Page:The World's Famous Orations Volume 5.djvu/260

From Wikisource
Jump to navigation Jump to search
This page needs to be proofread.


THE WORLD'S FAMOUS ORATIONS

What, cries the skeptic, what has become of all the hopes of the time when France stood upon the top of golden hours ? Do not let us fear the challenge. Much has come of them. And over the old hopes time has brought a stratum of new.

Liberalism is sometimes suspected of being cold to these new hopes, and you may often hear it said that Liberalism is already superseded by Socialism. That a change is passing over party names in Europe is plain, but you may be sure that no change in name will extinguish these principles of society which are rooted in the nature of things, and are accredited by their suc- cess. Twice America has saved Liberalism in Great Britain. The War for Independence in the eighteenth century was the defeat of usurp- ing power no less in England than here. The War for Union in the nineteenth century gave the decisive impulse to a critical extension of suffrage, and an era of popular reform in the mother country. Any miscarriage of democracy here reacts against progress in Great Britain.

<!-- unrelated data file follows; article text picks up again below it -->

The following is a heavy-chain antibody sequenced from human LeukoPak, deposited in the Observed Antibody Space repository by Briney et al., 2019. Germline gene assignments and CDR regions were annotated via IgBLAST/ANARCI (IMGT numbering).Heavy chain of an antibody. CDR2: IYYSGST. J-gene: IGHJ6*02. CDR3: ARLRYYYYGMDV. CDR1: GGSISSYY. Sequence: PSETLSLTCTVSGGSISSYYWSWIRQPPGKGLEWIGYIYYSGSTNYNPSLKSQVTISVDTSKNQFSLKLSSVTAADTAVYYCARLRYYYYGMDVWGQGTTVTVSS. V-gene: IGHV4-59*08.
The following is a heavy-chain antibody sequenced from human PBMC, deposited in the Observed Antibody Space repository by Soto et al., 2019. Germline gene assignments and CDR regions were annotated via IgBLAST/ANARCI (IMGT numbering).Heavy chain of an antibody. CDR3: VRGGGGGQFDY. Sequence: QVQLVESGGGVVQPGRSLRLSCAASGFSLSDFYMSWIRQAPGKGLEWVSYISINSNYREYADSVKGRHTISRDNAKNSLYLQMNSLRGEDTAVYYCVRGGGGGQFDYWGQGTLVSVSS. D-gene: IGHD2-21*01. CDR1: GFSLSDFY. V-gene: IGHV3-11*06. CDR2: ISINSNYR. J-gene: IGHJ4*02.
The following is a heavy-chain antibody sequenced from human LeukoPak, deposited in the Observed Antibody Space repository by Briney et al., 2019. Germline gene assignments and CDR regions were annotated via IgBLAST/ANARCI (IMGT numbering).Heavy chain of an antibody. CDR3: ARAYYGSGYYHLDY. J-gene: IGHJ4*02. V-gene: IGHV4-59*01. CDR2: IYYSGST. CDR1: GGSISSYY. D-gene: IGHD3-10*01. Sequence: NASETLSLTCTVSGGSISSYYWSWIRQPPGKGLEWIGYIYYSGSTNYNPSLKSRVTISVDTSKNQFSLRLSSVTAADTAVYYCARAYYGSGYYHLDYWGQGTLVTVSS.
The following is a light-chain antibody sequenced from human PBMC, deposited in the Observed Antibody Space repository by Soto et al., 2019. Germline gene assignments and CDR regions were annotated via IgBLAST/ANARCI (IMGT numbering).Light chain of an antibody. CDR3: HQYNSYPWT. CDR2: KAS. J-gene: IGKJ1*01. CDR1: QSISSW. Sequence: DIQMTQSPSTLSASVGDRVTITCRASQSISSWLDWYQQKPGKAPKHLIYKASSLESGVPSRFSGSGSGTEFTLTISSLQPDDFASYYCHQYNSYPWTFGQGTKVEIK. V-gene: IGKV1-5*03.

If you seek the real meaning of most modern disparagement of popular or parliamentary gov- ernment, it is no more than this, that no politics will suffice of themselves to make a nation's soul. What could be more true ? Who says it will ? But we may depend upon it that the soul will be best kept alive in a nation where there is the highest proportion of those who, in the phrase of an old worthy of the seventeenth century, think it a part of a man's religion to see to it that his country be well governed. 222

�� �